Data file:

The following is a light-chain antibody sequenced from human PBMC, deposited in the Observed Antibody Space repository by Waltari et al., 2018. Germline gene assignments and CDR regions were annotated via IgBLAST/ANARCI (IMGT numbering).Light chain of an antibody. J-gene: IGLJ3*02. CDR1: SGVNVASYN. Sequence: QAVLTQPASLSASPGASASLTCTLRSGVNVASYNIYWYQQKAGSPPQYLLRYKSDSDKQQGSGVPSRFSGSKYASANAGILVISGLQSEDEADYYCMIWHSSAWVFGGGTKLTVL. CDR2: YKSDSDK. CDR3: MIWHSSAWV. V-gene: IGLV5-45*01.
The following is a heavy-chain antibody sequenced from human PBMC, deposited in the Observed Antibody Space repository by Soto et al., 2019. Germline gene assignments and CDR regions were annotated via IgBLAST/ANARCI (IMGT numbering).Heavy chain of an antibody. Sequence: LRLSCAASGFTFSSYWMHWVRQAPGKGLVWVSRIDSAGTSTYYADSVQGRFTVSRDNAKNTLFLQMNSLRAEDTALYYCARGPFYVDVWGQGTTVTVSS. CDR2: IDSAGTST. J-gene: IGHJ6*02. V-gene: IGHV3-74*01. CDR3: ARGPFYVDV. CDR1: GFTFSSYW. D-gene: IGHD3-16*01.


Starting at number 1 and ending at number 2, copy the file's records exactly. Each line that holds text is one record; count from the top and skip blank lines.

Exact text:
The following is a light-chain antibody sequenced from human PBMC, deposited in the Observed Antibody Space repository by Waltari et al., 2018. Germline gene assignments and CDR regions were annotated via IgBLAST/ANARCI (IMGT numbering).Light chain of an antibody. J-gene: IGLJ3*02. CDR1: SGVNVASYN. Sequence: QAVLTQPASLSASPGASASLTCTLRSGVNVASYNIYWYQQKAGSPPQYLLRYKSDSDKQQGSGVPSRFSGSKYASANAGILVISGLQSEDEADYYCMIWHSSAWVFGGGTKLTVL. CDR2: YKSDSDK. CDR3: MIWHSSAWV. V-gene: IGLV5-45*01.
The following is a heavy-chain antibody sequenced from human PBMC, deposited in the Observed Antibody Space repository by Soto et al., 2019. Germline gene assignments and CDR regions were annotated via IgBLAST/ANARCI (IMGT numbering).Heavy chain of an antibody. Sequence: LRLSCAASGFTFSSYWMHWVRQAPGKGLVWVSRIDSAGTSTYYADSVQGRFTVSRDNAKNTLFLQMNSLRAEDTALYYCARGPFYVDVWGQGTTVTVSS. CDR2: IDSAGTST. J-gene: IGHJ6*02. V-gene: IGHV3-74*01. CDR3: ARGPFYVDV. CDR1: GFTFSSYW. D-gene: IGHD3-16*01.